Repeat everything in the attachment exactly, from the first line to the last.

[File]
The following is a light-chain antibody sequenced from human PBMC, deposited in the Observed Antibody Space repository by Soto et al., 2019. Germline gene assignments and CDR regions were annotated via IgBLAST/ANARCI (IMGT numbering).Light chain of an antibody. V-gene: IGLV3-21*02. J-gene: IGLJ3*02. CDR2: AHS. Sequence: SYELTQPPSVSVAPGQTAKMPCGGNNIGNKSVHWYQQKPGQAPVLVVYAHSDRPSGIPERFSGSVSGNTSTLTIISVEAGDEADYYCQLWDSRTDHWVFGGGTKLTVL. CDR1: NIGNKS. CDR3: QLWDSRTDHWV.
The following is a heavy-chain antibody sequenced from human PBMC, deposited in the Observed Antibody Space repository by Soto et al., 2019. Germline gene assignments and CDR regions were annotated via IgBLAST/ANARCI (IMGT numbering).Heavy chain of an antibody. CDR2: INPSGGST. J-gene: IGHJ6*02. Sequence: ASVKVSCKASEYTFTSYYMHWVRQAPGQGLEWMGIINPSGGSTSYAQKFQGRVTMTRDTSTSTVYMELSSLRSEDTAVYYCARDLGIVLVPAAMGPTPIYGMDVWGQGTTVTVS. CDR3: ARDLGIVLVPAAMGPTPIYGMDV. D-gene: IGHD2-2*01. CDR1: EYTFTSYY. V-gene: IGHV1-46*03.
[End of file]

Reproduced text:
The following is a light-chain antibody sequenced from human PBMC, deposited in the Observed Antibody Space repository by Soto et al., 2019. Germline gene assignments and CDR regions were annotated via IgBLAST/ANARCI (IMGT numbering).Light chain of an antibody. V-gene: IGLV3-21*02. J-gene: IGLJ3*02. CDR2: AHS. Sequence: SYELTQPPSVSVAPGQTAKMPCGGNNIGNKSVHWYQQKPGQAPVLVVYAHSDRPSGIPERFSGSVSGNTSTLTIISVEAGDEADYYCQLWDSRTDHWVFGGGTKLTVL. CDR1: NIGNKS. CDR3: QLWDSRTDHWV.
The following is a heavy-chain antibody sequenced from human PBMC, deposited in the Observed Antibody Space repository by Soto et al., 2019. Germline gene assignments and CDR regions were annotated via IgBLAST/ANARCI (IMGT numbering).Heavy chain of an antibody. CDR2: INPSGGST. J-gene: IGHJ6*02. Sequence: ASVKVSCKASEYTFTSYYMHWVRQAPGQGLEWMGIINPSGGSTSYAQKFQGRVTMTRDTSTSTVYMELSSLRSEDTAVYYCARDLGIVLVPAAMGPTPIYGMDVWGQGTTVTVS. CDR3: ARDLGIVLVPAAMGPTPIYGMDV. D-gene: IGHD2-2*01. CDR1: EYTFTSYY. V-gene: IGHV1-46*03.